As many of you know, bullying is aggressive behavior among children and teenagers in school that has been repeated or may soon be repeated. Children who bully others often have something going on in their lives or have recently had an incident that they haven’t dealt with very well. Oftentimes, ones who struggle in their lives tend to try and make others feel the same way to try and feel better about themselves.

There are three types of bullying that can occur and if you notice them, you should be the one to put a stop to it. One of them is verbal which consists of teasing, name calling, inappropriate comments, or threatening to use harm. Another form of bullying is social bullying and that’s where another person is left out on purpose, they spread rumors about them or continue to embarrass them in public. The last form of bullying is physical. This is one you tend to not see very often, but is still there and obviously consists of hitting, spitting, pushing and taking or breaking someone’s things.

At prairie, not much of this has been seen because it can be behind the scenes such as on social media, but it is very heard of. A lot of times, not much action is taken by the students around, which are also known as the bystanders. Bystanders often encourage the situation because they think it’s funny and some people even get it on video if it were a fight for example.

There have been multiple incidents at school where bullying of one person leads to the bully pulling the victim to the ground at some point. A lot of times, an administrator or one of the teachers that are near the situation try to stop it, but that doesn’t make it so it won’t continue ever again. The ones who bully others genuinely don’t care and it takes a lot for them to stop. A fight every once in awhile between two people that has an argument once isn’t considered bullying, but when it occurs multiple times, that’s when it needs to be stopped.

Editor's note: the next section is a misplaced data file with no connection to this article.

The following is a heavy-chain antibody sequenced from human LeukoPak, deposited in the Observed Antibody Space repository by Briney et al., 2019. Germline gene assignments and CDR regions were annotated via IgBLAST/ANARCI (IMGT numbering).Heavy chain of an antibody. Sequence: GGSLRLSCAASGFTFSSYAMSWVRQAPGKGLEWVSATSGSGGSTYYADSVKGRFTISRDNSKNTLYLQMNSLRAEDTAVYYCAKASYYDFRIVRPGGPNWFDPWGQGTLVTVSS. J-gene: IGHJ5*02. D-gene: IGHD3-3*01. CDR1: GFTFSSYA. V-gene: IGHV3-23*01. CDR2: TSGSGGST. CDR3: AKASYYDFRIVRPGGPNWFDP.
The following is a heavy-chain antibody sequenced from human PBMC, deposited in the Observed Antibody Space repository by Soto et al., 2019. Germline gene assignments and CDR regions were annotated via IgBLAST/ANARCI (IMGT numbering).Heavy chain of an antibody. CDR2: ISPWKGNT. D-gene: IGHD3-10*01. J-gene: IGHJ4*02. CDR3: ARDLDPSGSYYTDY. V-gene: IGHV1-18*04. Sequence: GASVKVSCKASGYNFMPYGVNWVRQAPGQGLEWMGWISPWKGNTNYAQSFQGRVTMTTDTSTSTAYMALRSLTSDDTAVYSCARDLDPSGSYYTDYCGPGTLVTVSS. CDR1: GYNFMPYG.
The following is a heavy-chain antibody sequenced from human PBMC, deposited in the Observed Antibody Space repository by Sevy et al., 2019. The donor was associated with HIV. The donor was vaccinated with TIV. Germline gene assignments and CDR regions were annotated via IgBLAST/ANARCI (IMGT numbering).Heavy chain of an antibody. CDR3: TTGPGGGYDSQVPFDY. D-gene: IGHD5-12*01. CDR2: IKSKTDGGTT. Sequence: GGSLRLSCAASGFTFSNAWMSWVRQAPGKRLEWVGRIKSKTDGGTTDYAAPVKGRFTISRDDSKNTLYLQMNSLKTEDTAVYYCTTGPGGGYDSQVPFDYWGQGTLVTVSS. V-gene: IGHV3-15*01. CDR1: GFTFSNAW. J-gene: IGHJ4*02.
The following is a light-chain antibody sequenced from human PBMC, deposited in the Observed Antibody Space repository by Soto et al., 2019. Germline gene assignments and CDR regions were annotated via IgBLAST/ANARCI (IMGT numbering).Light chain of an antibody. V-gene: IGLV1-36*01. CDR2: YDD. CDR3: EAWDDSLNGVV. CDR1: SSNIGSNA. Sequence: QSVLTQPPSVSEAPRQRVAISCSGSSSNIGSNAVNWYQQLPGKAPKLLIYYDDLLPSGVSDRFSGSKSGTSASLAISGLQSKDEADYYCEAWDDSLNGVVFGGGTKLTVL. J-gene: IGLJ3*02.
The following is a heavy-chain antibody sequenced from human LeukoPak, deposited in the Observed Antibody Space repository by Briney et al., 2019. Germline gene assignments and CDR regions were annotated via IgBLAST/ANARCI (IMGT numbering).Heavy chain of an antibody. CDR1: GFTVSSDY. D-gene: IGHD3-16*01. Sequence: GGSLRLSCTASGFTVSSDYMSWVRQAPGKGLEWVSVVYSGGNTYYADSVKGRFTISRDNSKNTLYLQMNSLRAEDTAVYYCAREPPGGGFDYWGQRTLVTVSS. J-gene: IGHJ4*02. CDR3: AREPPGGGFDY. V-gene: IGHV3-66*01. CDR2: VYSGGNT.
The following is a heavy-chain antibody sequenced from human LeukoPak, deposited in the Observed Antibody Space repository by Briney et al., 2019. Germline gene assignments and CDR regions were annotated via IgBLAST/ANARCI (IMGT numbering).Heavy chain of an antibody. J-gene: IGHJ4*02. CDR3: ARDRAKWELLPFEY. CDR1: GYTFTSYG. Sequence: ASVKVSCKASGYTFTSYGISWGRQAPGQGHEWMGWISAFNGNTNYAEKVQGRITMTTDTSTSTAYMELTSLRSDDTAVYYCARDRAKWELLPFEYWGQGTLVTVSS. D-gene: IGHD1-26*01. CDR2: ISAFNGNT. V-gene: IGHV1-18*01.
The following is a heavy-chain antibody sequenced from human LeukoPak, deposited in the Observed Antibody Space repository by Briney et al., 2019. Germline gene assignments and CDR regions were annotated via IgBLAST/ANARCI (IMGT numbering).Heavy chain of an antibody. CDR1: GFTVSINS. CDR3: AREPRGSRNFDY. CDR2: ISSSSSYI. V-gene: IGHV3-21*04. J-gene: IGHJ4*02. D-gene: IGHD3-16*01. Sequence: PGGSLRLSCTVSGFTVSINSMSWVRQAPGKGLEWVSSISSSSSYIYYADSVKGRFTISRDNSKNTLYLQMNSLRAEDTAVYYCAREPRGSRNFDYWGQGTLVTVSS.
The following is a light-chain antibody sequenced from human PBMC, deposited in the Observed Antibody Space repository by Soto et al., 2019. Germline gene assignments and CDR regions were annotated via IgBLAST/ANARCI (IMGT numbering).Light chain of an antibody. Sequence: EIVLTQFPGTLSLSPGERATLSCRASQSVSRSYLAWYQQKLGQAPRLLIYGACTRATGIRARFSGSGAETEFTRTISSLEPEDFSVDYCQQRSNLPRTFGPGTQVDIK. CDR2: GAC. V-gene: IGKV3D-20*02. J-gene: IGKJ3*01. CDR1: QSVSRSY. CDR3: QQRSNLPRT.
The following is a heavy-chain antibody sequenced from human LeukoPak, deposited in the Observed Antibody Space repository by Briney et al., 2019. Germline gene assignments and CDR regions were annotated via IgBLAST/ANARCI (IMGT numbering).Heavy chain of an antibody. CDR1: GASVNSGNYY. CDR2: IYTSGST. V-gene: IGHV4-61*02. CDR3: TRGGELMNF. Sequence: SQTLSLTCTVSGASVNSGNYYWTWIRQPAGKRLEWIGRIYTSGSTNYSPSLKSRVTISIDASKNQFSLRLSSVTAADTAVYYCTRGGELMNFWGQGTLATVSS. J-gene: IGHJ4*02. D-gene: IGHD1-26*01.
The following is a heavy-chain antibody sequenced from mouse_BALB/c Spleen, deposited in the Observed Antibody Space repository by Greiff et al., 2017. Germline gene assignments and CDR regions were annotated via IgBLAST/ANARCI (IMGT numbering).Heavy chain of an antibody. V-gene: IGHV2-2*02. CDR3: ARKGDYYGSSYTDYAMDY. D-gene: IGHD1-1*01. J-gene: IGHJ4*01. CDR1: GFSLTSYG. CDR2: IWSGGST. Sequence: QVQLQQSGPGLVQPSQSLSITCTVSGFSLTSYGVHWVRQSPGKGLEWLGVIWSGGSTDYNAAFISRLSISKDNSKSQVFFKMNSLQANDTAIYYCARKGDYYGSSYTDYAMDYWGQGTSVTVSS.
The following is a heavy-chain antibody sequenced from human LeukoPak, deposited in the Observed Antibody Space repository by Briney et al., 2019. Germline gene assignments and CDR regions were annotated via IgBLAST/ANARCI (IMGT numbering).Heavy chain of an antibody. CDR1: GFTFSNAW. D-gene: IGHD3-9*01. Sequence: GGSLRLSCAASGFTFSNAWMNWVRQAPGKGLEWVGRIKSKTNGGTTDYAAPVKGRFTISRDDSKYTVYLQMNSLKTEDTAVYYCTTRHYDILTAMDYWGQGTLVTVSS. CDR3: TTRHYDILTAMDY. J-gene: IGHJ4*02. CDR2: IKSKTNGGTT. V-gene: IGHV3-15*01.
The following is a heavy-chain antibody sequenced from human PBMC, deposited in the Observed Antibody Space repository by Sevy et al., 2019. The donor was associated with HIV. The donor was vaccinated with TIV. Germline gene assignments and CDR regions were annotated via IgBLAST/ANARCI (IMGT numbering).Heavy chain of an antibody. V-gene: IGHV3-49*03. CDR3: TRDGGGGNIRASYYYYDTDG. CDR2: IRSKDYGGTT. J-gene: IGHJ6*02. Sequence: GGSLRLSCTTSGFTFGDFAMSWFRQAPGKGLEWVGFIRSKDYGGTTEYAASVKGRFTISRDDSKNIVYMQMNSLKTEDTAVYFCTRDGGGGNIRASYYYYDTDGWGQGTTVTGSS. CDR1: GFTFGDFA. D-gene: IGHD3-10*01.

Not only are there fights at Prairie, but last week, a group of girls and I were sitting at lunch when the table behind us was full and another teenage boy wanted to sit there. Instead of him being polite and going to sit at another table, he grabs one of the kids out of the seat, throws him to the ground, sets his tray with him and sits down. Everyone at the table thought it was the funniest thing ever, but someone sitting at my table asked, “What was up with that?” and the boy turned away with no response.

Mistreatment of the boy who was pulled out of his seat has happened multiple times. He plays football and doesn’t earn a lot of playing time, so the other players make fun of him and treat him like absolute garbage both inside and outside of football. THIS is bullying because it happens repeatedly and is making another person feel horrible about themselves. All he wants is to be accepted and treated like a normal person just like all of the other people he wants to hang out with.

Bullying is something that is actually frequently common when it should not be. Statistics show that nationwide, 21% of students ages 12-18 have experienced bullying and 20% of students in grades 9-12 have reported being bullied on school property.

With bullying comes a lot of different thoughts from the people who are being bullied. They don’t think very highly of themselves and continue to bring themselves down as well because they feel as if they have no purpose. Students who are bullied are approximately 2 to 9 times more likely to have suicidal thoughts and want to commit suicide rather than those who are not bullied.

These statistics and issues that we see throughout our own school are insane and need to be dealt with thoroughly and YOU can be one to stop it. If you see one of your classmates, friends, or your children if you are a parent, please tell someone. Whether it be a teacher you’re comfortable with, a counselor, an administrator or even one of your parents that you know will talk to the school, tell someone. Also, if you are or have been a victim of bullying, talk. Get your word out there because you matter.

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